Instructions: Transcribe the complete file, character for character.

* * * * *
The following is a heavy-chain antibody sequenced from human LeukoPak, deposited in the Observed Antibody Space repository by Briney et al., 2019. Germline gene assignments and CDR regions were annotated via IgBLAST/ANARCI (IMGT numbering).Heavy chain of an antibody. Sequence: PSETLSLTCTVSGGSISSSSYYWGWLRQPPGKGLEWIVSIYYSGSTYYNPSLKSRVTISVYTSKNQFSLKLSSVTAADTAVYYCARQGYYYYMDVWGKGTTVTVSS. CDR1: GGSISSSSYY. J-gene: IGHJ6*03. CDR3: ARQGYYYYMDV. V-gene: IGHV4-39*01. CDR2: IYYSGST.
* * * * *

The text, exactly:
The following is a heavy-chain antibody sequenced from human LeukoPak, deposited in the Observed Antibody Space repository by Briney et al., 2019. Germline gene assignments and CDR regions were annotated via IgBLAST/ANARCI (IMGT numbering).Heavy chain of an antibody. Sequence: PSETLSLTCTVSGGSISSSSYYWGWLRQPPGKGLEWIVSIYYSGSTYYNPSLKSRVTISVYTSKNQFSLKLSSVTAADTAVYYCARQGYYYYMDVWGKGTTVTVSS. CDR1: GGSISSSSYY. J-gene: IGHJ6*03. CDR3: ARQGYYYYMDV. V-gene: IGHV4-39*01. CDR2: IYYSGST.